You start easy, with a light weight and low repetitions, until you get used to the motions and the weight. Then you increase your repetitions and your weight little by little.
Not only is exercise essential to function better as a writer, but so is good rest.
I know you’ve heard this a million times. Who hasn’t? If you watch television, every commercial that comes on for mattresses has some spiel about getting a good night’s sleep.
You’ve probably also heard it said that writers should have the strange ability to write all night and work all day, and then get about two hours of sleep and get up and do it all again the next day.
I’m here to tell you that this? This right here? ^^^
Is a myth.
Writers are human, too. Just like every other human, your body and brain need quality rest for a certain amount of time in order for them to repair themselves and work at their best.
To get the most bang for your buck, you need to have anywhere between six and nine hours of sleep per night. Now, this will vary depending on the person, and you can function on less sleep than that. But you will function better, be sharper, and be able to organize your thoughts better for your writing when you’ve had enough restful sleep per night.
Now, I’ve never been one to have a steady sleep schedule- I was always one who thought I had to write at night to escape the demands of family and other distractions that came during the day- but I found that by guarding my “Me Am Writing Time”, I can get more writing done during the day, which leaves more time for good rest at night.
But what if you’re like me, and you sometimes wake up three times a night because of noises or light?
Here are some things that I’ve found help me to get enough restful sleep at night:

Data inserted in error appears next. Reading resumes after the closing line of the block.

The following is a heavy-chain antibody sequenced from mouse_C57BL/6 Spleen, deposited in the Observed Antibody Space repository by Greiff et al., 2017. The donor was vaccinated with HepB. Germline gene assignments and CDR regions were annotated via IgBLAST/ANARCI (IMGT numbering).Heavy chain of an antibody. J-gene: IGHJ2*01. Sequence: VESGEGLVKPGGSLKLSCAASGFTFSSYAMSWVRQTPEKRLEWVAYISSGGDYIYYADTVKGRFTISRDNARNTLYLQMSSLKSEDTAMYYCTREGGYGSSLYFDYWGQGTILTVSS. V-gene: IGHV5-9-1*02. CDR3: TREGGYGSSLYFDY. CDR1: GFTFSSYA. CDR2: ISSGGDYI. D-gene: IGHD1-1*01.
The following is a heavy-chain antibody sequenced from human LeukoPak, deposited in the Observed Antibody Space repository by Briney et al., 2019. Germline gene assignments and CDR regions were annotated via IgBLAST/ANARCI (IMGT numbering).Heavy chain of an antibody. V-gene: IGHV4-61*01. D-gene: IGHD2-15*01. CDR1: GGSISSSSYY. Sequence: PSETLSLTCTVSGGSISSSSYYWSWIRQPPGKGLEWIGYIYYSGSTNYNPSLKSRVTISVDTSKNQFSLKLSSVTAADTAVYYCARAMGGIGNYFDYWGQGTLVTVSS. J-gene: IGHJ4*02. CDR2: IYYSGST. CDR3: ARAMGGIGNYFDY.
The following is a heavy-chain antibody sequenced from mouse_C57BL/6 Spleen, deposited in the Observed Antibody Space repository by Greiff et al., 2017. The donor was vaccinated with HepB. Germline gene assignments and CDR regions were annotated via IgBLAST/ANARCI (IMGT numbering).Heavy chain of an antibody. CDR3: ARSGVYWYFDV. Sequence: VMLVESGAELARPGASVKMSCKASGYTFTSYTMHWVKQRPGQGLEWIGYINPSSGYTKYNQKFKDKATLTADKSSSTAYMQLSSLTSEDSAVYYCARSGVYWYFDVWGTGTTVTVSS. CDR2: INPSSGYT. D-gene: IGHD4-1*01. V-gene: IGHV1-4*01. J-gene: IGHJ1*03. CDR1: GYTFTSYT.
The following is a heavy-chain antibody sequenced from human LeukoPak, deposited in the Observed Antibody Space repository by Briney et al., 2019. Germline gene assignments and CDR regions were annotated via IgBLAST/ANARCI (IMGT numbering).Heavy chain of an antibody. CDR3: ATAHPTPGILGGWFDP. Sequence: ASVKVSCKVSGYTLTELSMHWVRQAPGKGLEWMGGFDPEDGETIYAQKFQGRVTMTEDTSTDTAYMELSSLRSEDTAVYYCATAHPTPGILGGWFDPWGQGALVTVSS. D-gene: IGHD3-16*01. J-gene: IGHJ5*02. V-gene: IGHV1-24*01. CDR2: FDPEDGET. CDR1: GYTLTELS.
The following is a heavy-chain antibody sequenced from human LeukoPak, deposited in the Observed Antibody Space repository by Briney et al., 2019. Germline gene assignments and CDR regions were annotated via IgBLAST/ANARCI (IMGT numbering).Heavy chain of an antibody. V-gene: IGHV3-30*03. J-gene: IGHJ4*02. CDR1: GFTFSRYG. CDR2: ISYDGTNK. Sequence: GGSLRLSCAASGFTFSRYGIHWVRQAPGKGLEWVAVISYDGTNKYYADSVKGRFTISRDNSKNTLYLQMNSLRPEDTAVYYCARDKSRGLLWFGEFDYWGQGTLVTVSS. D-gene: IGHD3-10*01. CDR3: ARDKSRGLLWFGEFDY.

- Have a bedtime routine. When you have a bedtime routine, you start telling your brain ahead of time that it’s time to start getting ready for bed. This trains your brain to start quieting down. This lets you fall asleep more deeply and quickly.
- Avoid technology for one hour before bedtime. This means cell phones, computers, LED lights, and anything else that has a backlit screen. (If you have a Kindle Paperwhite or a Nook that doesn’t give off light, those are safe to use.) Backlit screens give off blue light, which the brain sees and interprets as a signal to wake up. Having too much blue light before bedtime can make it harder to fall asleep and stay asleep.
- Talk to your doctor about using natural supplements that help with sleep. Natural supplements such as melatonin, chamomile tea, peppermint tea, valerian root, lavender, and more have relaxing and sleep-inducing properties, often without the laundry list of side effects that most commercial sleep aids have.
There are many things that you can do to help optimize your sleep so that you get better rest and wake up feeling refreshed and ready to write.
For more information about making a morning routine that will improve your life almost instantly, check out The Miracle Morning for Writers by Hal Elrod, Steve Scott, and Honorée Corder.
For more information about optimizing your sleep, check out this article from the popular wellnessmama.com blog.
So what do you do to exercise, and how do you optimize your sleep? What will you start doing?
If any of this has helped you, drop a comment below and tell me about it!
Want more info? Check out my website and sign up for more writing advice and tips!
About the Author: